Read our interview with Academy Award-winning Head of Animation Steve Preeg, who worked on the visual effects on the box office smash ‘Tron: Legacy.’ The sci-fi film, which is the sequel to the cult 1982 classic ‘Tron,’ is set to be released on DVD and a special 5-disc 3D Blu-ray edition on April 5, 2011. Preeg discusses, among other things, what the hardest part of working on the movie’s animation was, and how he got involved with the project.
Written by: Karen Benardello
Question (Q): What was the hardest part of the animation in ‘Tron: Legacy?’
Steve Preeg (SP): For sure the hardest part was Clu (who is played by Jeff Bridges); bringing a human being to the screen has long been considered impossible in CGI, as humans are very used to looking at other humans faces. Avoiding what is known as the uncanny valley is what we all face in this industry in regards to this type of work.
Q: What was it like working with a first-time director like Joe Kosinski? Did it contrast to working with a veteran like David Fincher (who helmed ‘The Curious Case of Benjamin Button’)?
SP: They are both great filmmakers. With David you expect him to give great direction and explain exactly what he wants, and he does. As a first time director, I was amazed at how similar Joe was to David. Joe is very clear on what he wants; he had everything in his head of what he wanted. This was a really tough movie to direct for even a seasoned film veteran and Joe took it in stride more than I think anyone thought possible, plus he had a baby right in the middle of production. He is an amazing guy; I would love to work with him again.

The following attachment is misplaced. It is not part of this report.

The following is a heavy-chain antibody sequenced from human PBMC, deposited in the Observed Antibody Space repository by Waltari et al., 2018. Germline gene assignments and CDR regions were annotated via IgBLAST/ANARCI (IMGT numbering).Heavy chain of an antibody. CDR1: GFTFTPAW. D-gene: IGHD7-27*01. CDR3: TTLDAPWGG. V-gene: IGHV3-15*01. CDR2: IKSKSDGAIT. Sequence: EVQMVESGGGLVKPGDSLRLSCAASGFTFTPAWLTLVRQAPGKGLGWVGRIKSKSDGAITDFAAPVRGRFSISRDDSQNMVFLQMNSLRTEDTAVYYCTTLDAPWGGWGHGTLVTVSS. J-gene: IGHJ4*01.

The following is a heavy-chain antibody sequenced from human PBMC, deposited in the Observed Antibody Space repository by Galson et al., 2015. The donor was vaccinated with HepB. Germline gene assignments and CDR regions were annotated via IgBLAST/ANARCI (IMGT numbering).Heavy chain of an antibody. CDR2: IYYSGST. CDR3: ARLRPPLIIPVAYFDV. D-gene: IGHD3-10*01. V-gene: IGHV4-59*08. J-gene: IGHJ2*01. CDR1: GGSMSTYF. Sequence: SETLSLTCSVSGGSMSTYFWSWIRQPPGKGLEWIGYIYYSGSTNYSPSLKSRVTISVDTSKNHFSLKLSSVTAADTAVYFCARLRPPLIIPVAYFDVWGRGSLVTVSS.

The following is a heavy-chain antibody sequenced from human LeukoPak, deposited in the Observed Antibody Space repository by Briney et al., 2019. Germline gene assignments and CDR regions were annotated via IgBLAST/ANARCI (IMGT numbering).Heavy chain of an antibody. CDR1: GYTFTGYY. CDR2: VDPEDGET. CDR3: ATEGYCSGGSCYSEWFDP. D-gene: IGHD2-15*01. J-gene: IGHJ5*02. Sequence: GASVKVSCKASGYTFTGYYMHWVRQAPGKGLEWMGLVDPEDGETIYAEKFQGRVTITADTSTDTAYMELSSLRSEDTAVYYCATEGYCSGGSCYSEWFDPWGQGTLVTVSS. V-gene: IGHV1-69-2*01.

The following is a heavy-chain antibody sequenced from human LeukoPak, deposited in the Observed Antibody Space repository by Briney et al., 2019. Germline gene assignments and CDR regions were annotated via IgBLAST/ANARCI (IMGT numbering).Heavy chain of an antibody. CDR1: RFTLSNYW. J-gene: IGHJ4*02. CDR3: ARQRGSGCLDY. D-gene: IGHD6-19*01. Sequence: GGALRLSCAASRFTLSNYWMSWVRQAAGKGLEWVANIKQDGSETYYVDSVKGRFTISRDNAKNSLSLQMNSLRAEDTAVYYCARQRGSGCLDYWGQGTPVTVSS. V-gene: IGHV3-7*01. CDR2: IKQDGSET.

Q: Will there be a sequel and if there is will you be involved in it?
SP: I haven’t heard for sure one way or another if there will be a sequel, but it would be a great opportunity to work on it if they do make one.
Q: Was the process of de-aging Jeff Bridges as Clu 2 in ‘Tron: Legacy’ similar to the aging effects applied to Brad Pitt in ‘Benjamin Button?’
SP: There was a lot of similarities as far as the work at Digital Domain itself. The main difference was on the acquisition of the data. With ‘Button’ we captured Brad Pitt months after principal photography. But Jeff Bridges wanted to be captured on set in the moment, which required us to come up with some new hardware as well as software to deal with the difference in the data we were receiving here at Digital Domain.
Q: Will you be involved with the animated series ‘Tron: Uprising’ at all?
SP: At this time I haven’t heard anything about being involved.
Q: What was the biggest challenge in making ‘Tron: Legacy?’
SP: For me personally it was just trying to live up to the legacy of the original ‘Tron.’ That film started the industry in which I work and is kind of considered holy ground by many of my peers, there was a lot of pressure to not screw it up.
Q: What in particular are you the most proud of in terms of pushing the envelope of effects?
SP: I think we are all proud to have made a film that paid appropriate homage to the original film. It was a daunting task and for the most part our work was well received, which was a great relief for us.
Q: Having worked on the third ‘Pirates’ film, where you a part of the 4th film in the series at all?
SP: No, the third film in the series is the only one I was involved with.
To read the rest of this interview, please visit: